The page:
But he must have got those ideas from somewhere. Ask him specifically if he has read or seen those same words somewhere. My son who is high functioning autistic also repeats alot of stuff he sees, and if I ask him where have you seen/heard that - he can usually identify it ie. which TV programme.
I would try to encourage his other interests. Try to get him involved with things he is interested in one a small group or one to one basis. Eg. forget football - team games are usually a no-no. But trampolining, fishing, rock climbing, music lessons, martial arts etc have much more success.
But as you do have some mental health concerns for your child as well - I think you need to get advice from the paediatrician and maybe referals to professionals who have experience of diagnosing this disorder. You need to know what his difficulties are and whether they are all down to Aspergers or something else.
Is your son very self aware. Does he talk negatively about himself or notice that he isn't very good at verbal chit chat or social interaction stuff? How do other children react to him. Is he accepted or do they treat him like he is different or strange? These are all things to consider for your son's future. Will a diagnosis help him (and his self esteem to understand 'why' he struggles with some stuff), or will it hinder him. To be honest I don't see a diagnosis hindering anyone. If someone is that capable they just don't get a diagnosis.
You can also have some talks with him about what is 'real' and what is a 'story' or not real. I started talking about this stuff with my son a long time ago because it is something he has difficulties with. Children on the spectrum find it harder to understand what is real and what isn't - what is acceptable to say or do and what isn't.
I remember having a very difficult conversation with my son trying to explain about 'actors' and what they are and what they do. He just believed everything he saw on TV was true. So we watched some documentary type programmes about how TV programmes are made. At first it really upset him and confused him. But now he understands what it is. He can't always recognise what is real and what is a story - but now he knows the difference and accepts it when I say that 'vampires are not real' it is just actors in a film telling a scary story.
As you say you have aspergers in the family it is worth considering. So are any other disorders you have in the family. Before I started my own family I got some medical advice because my older sister has learning difficulties and I was told that that wouldn't make any difference to the chances of my children having difficulties. So I had my daughter and then my son (who is on the autistic spectrum). Then, because doctors are asking questions I found out that my own father had developmental delay (went on to become a genius post 24 years old, but prior to that he couldn't even write his name!), my mother has severe depression, my brother has mental illness, my other brother has OCD, my niece has an eating disorder and self harms etc. And we are a good family, and nothing has ever happened to us to make us like this - no trauma etc. So then the doctors told me that the more conditions and disorders you have in your immediate family, the more chance there is that one of your children will have a disorder. I suppose it makes sense really because you are just talking about mathematical probability.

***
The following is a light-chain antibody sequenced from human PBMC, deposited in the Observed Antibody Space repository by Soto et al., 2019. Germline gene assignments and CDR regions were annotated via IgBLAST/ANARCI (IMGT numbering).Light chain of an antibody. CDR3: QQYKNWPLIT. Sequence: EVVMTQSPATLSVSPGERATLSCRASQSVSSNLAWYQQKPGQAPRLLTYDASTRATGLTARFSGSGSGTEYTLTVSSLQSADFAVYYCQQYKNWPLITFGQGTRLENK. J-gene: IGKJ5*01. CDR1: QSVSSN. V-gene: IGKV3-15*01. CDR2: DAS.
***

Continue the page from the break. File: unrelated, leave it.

You can take a look as the DSM IV diagnostic criteria for Aspergers. No two children on the spectrum are the same - he won't be a carbon copy of his relative. Mothers with more than one child on the spectrum will all say that they are completely different from eachother.
I have also heard that Tony Attwood writes some very good books (and I believe he has a website), about Aspergers. I think the more you know the more you will see your own child's strengths and weaknesses. But I think some medical reassurance would help you - as well as the explaining to him about what is real and what isn't. Also try to distract him with other things that he enjoys and that make him happy. I am a true believer that laughter and being happy is the greatest protection from negative obsessions and depression.
Also make sure he isn't gaining access to stuff (TV or off the computer), that he shouldn't be seeing at his age. It is very commonn for these children to be able to gain access to these types of stuff. There was recently a case of a young man with Aspergers who managed to hack his way into the USA governments security files and that was all down to his obsessions. I know he did it from the UK (I don't know what his nationality is UK or USA), but I know there was a petition to stop him being returned to the US because they knew he would get a jail sentence and that his diagnosis of Aspergers had not been taken into consideration.